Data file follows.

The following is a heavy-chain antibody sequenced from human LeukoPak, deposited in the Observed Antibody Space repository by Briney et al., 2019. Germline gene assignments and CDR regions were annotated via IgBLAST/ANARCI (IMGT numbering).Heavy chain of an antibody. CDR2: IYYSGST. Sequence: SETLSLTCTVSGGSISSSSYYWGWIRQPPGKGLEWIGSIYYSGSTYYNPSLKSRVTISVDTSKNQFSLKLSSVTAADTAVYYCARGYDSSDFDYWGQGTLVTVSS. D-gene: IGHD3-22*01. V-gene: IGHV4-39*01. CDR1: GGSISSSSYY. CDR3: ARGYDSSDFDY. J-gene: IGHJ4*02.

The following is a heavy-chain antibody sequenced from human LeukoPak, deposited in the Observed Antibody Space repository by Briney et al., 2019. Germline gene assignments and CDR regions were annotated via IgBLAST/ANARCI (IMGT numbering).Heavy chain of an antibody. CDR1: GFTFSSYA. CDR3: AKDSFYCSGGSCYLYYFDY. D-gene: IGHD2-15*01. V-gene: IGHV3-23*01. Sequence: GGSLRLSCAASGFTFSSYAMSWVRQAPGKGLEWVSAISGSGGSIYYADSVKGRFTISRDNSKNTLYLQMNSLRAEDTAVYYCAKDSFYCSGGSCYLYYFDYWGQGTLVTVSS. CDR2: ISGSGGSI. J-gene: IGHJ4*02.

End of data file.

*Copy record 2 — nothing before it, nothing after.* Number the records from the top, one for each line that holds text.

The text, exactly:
The following is a heavy-chain antibody sequenced from human LeukoPak, deposited in the Observed Antibody Space repository by Briney et al., 2019. Germline gene assignments and CDR regions were annotated via IgBLAST/ANARCI (IMGT numbering).Heavy chain of an antibody. CDR1: GFTFSSYA. CDR3: AKDSFYCSGGSCYLYYFDY. D-gene: IGHD2-15*01. V-gene: IGHV3-23*01. Sequence: GGSLRLSCAASGFTFSSYAMSWVRQAPGKGLEWVSAISGSGGSIYYADSVKGRFTISRDNSKNTLYLQMNSLRAEDTAVYYCAKDSFYCSGGSCYLYYFDYWGQGTLVTVSS. CDR2: ISGSGGSI. J-gene: IGHJ4*02.